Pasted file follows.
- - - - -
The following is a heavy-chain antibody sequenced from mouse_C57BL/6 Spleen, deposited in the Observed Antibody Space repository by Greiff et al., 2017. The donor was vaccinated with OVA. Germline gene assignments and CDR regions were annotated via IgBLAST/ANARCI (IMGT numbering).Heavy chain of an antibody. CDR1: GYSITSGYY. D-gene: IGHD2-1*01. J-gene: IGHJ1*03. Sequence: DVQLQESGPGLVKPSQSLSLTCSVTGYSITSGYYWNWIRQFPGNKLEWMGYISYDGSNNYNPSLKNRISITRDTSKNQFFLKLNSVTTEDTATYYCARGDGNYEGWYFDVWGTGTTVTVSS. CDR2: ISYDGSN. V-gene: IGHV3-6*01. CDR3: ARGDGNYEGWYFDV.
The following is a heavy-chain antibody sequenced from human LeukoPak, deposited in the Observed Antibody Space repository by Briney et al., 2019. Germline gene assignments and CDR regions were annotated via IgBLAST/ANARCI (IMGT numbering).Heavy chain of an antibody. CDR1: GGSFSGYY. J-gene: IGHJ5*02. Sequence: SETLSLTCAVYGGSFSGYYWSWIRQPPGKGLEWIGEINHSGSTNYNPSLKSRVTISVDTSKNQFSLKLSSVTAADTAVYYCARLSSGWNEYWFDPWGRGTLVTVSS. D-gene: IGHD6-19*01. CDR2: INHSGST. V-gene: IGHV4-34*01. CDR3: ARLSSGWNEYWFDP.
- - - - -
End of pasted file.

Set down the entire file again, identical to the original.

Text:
The following is a heavy-chain antibody sequenced from mouse_C57BL/6 Spleen, deposited in the Observed Antibody Space repository by Greiff et al., 2017. The donor was vaccinated with OVA. Germline gene assignments and CDR regions were annotated via IgBLAST/ANARCI (IMGT numbering).Heavy chain of an antibody. CDR1: GYSITSGYY. D-gene: IGHD2-1*01. J-gene: IGHJ1*03. Sequence: DVQLQESGPGLVKPSQSLSLTCSVTGYSITSGYYWNWIRQFPGNKLEWMGYISYDGSNNYNPSLKNRISITRDTSKNQFFLKLNSVTTEDTATYYCARGDGNYEGWYFDVWGTGTTVTVSS. CDR2: ISYDGSN. V-gene: IGHV3-6*01. CDR3: ARGDGNYEGWYFDV.
The following is a heavy-chain antibody sequenced from human LeukoPak, deposited in the Observed Antibody Space repository by Briney et al., 2019. Germline gene assignments and CDR regions were annotated via IgBLAST/ANARCI (IMGT numbering).Heavy chain of an antibody. CDR1: GGSFSGYY. J-gene: IGHJ5*02. Sequence: SETLSLTCAVYGGSFSGYYWSWIRQPPGKGLEWIGEINHSGSTNYNPSLKSRVTISVDTSKNQFSLKLSSVTAADTAVYYCARLSSGWNEYWFDPWGRGTLVTVSS. D-gene: IGHD6-19*01. CDR2: INHSGST. V-gene: IGHV4-34*01. CDR3: ARLSSGWNEYWFDP.